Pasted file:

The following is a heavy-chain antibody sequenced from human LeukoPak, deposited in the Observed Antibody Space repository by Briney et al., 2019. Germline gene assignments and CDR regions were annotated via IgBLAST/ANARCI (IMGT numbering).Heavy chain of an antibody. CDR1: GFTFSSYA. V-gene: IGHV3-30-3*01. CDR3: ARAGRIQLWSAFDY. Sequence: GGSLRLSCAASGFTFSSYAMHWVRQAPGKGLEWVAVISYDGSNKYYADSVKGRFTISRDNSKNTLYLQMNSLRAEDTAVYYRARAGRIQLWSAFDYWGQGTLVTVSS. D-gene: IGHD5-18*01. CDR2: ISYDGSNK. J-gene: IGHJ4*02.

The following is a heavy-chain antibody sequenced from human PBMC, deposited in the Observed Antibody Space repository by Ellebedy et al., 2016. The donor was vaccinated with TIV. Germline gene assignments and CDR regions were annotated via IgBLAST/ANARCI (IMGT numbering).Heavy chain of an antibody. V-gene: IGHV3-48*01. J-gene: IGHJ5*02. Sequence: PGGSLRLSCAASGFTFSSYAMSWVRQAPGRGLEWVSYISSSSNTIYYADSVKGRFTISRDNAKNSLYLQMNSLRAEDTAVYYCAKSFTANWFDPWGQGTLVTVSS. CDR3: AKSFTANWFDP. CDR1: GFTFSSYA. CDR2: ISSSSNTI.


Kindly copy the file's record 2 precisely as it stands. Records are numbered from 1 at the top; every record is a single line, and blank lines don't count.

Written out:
The following is a heavy-chain antibody sequenced from human PBMC, deposited in the Observed Antibody Space repository by Ellebedy et al., 2016. The donor was vaccinated with TIV. Germline gene assignments and CDR regions were annotated via IgBLAST/ANARCI (IMGT numbering).Heavy chain of an antibody. V-gene: IGHV3-48*01. J-gene: IGHJ5*02. Sequence: PGGSLRLSCAASGFTFSSYAMSWVRQAPGRGLEWVSYISSSSNTIYYADSVKGRFTISRDNAKNSLYLQMNSLRAEDTAVYYCAKSFTANWFDPWGQGTLVTVSS. CDR3: AKSFTANWFDP. CDR1: GFTFSSYA. CDR2: ISSSSNTI.